This is one of the most ridiculous claims I have ever met in advertising. I know numerous people who claim they love their Macs, including my brother, but I can only believe that they have never tried to interface with the computing world at large.
“Apple is better for graphics and video” I hear.
Yet even Quicktime Pro is unable to deal with the standards of the REAL video world. I have beat my head against its inability to deal with Divx and XviD video, and I have tried to convert this video, even making mp4 files, but Apple apparently does not play nice with others, even on a Windows platform. When it apparently takes a “Genius” session at an Apple store (none of which are within 150 miles of me) to figure out what in God’s name iMovie and Quicktime want in the way of a video file, I think I give up. Almost every incentive to use my Mac Mini has been removed, and I can’t see my way clear really to holding on to it much longer as it depreciates. HOW can Jobs claim he wants switchers when he makes it appallingly difficult to navigate the Mac system of doing things?
I can’t delete folders and files on the Mac because I don’t have permission, but there is no discoverable login to do this. It only tells me I don’t have permission and gives me no login to verify my admin status. Using help to explore the idea of login has yielded nothing promising. My Mac buddy doesn’t know how to help me.
I know that Apple has a more artistic approach to computing, and I have cursed Bill Gates personally numerous times, but the idea that Apple is the “ahhhhhhh” computer just makes me laugh. They act like they’re not a tiny minority in the computing world, and like everyone will make files their way. The fact is they DON’T, and almost every video you can find on the net is not in an Apple-compatible format. I’ve tried several free converters on Windows, and I still can’t seem to discover what Quicktime freakin’ wants. That is one of the most useless programs I’ve ever seen. Why on earth would you make a video player for “artistic type people” computers that only plays the most limited range of video files? The mind boggles. Zoom Player plays almost everything, and with one additional download, plays 99% of the videos I’ve ever seen. Why wouldn’t Apple include these free codecs in Quicktime? Even converting with Super (a program) to .mov doesn’t always work, as apparently you can have the wrong codec inside the .mov file.
If anyone has a reference to how to get Quicktime/iMovie to actually read .avi / Divx / Xvid / wmv files, please, please say so. I have been unable to discover this magic even with Google. OK, actually, I got QT to play DivX files, but what I really want to do is edit them. Don’t get me started on the QT Pro editing sliders…
There’s no time to talk. Here, I made this survival kit for you. There’s no time to collect your belongings, just go! Your family is probably lost, no doubt torn to shreds by rabid fans. Stay away from major cities, art schools, and architecture firms. For your own good do not contact anyone for at least 3 months, their agents are everywhere. Godspeed, brave Cardinal!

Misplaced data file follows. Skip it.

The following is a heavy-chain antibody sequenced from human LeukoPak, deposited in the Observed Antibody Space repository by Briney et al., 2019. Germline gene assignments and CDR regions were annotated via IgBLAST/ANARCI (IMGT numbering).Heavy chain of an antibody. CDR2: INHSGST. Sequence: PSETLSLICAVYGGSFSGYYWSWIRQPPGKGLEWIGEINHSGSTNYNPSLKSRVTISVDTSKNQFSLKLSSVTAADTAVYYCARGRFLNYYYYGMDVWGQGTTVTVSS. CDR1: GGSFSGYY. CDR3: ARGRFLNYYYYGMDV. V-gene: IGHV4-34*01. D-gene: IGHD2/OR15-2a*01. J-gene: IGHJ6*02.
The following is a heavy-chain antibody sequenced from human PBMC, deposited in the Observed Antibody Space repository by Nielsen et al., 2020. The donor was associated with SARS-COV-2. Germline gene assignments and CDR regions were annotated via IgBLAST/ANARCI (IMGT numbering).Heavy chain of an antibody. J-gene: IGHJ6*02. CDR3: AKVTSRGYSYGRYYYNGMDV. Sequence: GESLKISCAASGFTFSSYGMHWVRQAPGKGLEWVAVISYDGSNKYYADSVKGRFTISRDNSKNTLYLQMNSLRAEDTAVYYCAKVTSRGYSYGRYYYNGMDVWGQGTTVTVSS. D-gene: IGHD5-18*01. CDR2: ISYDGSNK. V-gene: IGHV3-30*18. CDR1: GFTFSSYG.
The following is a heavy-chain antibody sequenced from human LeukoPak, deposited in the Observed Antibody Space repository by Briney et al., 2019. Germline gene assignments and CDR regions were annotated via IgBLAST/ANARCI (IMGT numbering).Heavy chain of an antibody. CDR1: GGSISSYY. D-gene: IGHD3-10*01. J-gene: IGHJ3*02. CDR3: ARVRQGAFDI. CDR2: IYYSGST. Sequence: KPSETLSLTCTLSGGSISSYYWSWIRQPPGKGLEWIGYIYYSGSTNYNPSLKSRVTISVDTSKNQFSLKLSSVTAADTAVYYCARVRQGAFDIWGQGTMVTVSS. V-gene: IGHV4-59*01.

I don’t know the answer to the question, but it seems to me to be wiser that if you’ve read the manual, searched the web, and offered up all your male children to the god of Hallyballymallacha and yet discovered no way to make Quicktime play a certain file type, perhaps you’re best to assume that they just aren’t supported. There are other sound and video applications in the world.
Here’s a thread with some handy Mac info. Also, I recommend subscribing to the OSX Mailing List as you can ask questions of plenty of folks who use Macs. You might also drop Johnny L.A. an email since he does video work for a living and uses Macs. Once you get the hang of using a Mac, crap like this won’t be so bothersome.
If you are the only user on your mini, go to System Preferences choose Sharing make sure file sharing is off. Then, go to Accounts, click on the lock and make the changes you wish.
If a particular application is locked, click on the file name once then hit Command (the apple key) and “I” together. This will bring up the info page, open the ownership and permissions caret, then click the lock.
If you aren’t the only user, and you are the administrator, you’ll have to follow the directions in the Sharing folder, I don’t remember off the top, since I don’t share.
If you need a book to look this stuff up, I like the Mac OS X The Missing Manual by David Pogue. It’s easy to understand, and covers things the “Help” menu doesn’t.
Hope I helped a little.
Anytime you do not have permissions, try doing a control-click on the file/folder, click on the “Ownership/Permissions” arrow, and then change to Read/Write. You may have to click on the “lock” icon first. If you cannot, do this, you need root access.
to enable root user access:
then Enable Root User.
for AVI movies, I use DivX which I assume is a QT plug-in because once I installed it, I can view AVIs with QT.
How do I open a .bin file? It tries to open it with MS excel, but it is a bunch of gibberish - not a program. I tried on that site to get Stuffit expander, but they want my email address to get it. Ugh. Is there another way to get it?